As a result, when the WHO criteria are strictly followed, many severe cases, including those that involve shock and fatality, may be missed.46,1416 In addition, the tendency to refer to dengue cases with shock as DSS or to associate bleeding or plasma leakage with DHF has led numerous clinicians and investigators to either loosely apply the WHO definitions when not all criteria are present13,1721 or to invent new categories.4,22,23 This makes it difficult to compare dengue severity across regions and even between studies. Finally, whether DHF/DSS is itself a syndrome that is distinct from other severe dengue syndromes is still unclear.4,5,22,24

In this study, in addition to traditional DHF/DSS, we assessed the presence of four principal severe clinical manifestations that are associated with dengue; namely, internal hemorrhage, plasma leakage, shock, and marked thrombocytopenia. We found that the DHF/DSS classification did not capture most cases exhibiting the principal manifestations under investigation. Of confirmed dengue cases classified as the milder DF/DFHem, 32–49% had at least one severe clinical manifestation. In infants, more than half of all cases with shock were not classified as DHF/DSS, and in children, more than half the cases with internal hemorrhage, shock, or severe thrombocytopenia were not classified as DHF/DSS. Similar results have been reported in other studies of pediatric dengue in Asia and the South Pacific.5,6 We also found that in adults, more than two-thirds of all cases with any of the four severe manifestations were not classified as DHF/DSS. The dearth of data regarding dengue in adults in general and our demonstration that the ability of DHF/DSS to classify severe illness in adults is particularly poor, together with potential shifts in the burden of disease to older ages resulting from vector control measures,7,25 expanding mosquito and virus introductions,26,27 or possibly in the future the use of a vaccine, all highlight the importance of the deficiency of the application of the WHO criteria to dengue in adults.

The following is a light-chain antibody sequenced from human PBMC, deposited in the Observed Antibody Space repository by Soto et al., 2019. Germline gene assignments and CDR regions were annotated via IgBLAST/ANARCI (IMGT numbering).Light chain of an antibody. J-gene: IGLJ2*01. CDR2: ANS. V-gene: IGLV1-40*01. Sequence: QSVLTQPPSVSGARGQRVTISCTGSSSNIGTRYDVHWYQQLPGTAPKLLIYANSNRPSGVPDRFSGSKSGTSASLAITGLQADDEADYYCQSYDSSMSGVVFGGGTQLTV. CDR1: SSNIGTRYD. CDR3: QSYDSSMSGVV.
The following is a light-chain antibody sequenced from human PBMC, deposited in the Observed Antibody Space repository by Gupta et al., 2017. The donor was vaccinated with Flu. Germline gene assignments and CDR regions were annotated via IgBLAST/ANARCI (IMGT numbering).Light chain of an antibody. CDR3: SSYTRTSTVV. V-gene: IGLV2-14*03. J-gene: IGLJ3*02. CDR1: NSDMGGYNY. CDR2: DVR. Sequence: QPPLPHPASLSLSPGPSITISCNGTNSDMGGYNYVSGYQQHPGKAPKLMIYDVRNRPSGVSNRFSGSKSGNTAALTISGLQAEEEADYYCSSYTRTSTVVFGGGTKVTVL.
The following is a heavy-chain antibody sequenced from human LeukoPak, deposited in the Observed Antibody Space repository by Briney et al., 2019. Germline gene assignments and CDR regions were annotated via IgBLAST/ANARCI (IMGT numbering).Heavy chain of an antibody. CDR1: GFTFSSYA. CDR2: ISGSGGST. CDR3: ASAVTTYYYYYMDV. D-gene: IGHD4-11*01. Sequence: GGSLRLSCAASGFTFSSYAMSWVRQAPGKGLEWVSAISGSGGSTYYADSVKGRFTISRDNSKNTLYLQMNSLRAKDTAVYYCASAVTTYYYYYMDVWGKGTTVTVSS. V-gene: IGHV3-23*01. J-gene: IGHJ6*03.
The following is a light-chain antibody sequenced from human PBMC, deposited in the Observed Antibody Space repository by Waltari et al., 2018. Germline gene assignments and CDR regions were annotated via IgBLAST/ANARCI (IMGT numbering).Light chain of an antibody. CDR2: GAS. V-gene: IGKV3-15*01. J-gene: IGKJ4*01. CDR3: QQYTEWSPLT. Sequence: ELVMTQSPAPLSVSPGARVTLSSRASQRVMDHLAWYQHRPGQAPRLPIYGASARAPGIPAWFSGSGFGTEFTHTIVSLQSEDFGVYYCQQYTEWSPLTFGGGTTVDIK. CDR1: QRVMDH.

Overall, these results suggest that the burden of severe dengue is underestimated when strict DHF/DSS guidelines are enforced. The data presented here emphasize the importance of standardized multi-country clinical studies to develop terminology and treatment algorithms that consider geographic and age-related variations and that are useful in clinical management and epidemiology of the spectrum of dengue and its severe manifestations.

Table 1

Association of grades of thrombocytopenia with the presence of shock, plasma leakage, or internal hemorrhage*

Platelet countManifestations absent N (%)Manifestations present N (%)Total NOR(95% CI)
* OR = odds ratio; CI = confidence interval.
≤150,000522 (46)603 (54)1,1252.72(2.08–3.56)
≤100,000356 (41)513 (59)8693.05(2.44–3.83)
≤50,000126 (28)317 (72)4434.14(3.22–5.31)
>150,000245 (70)104 (30)3490.37(0.28–0.48)
100,001–150,000166 (65)90 (35)2560.53(0.40–0.71)
50,001–100,000230 (54)196 (46)4260.90(0.71–1.13)
30,001–50,00068 (32)144 (68)2122.63(1.91–3.62)
20,001–30,00026 (23)89 (77)1154.10(2.57–6.60)
≤20,00032 (28)84 (73)1163.10(2.00–4.82)
Table 2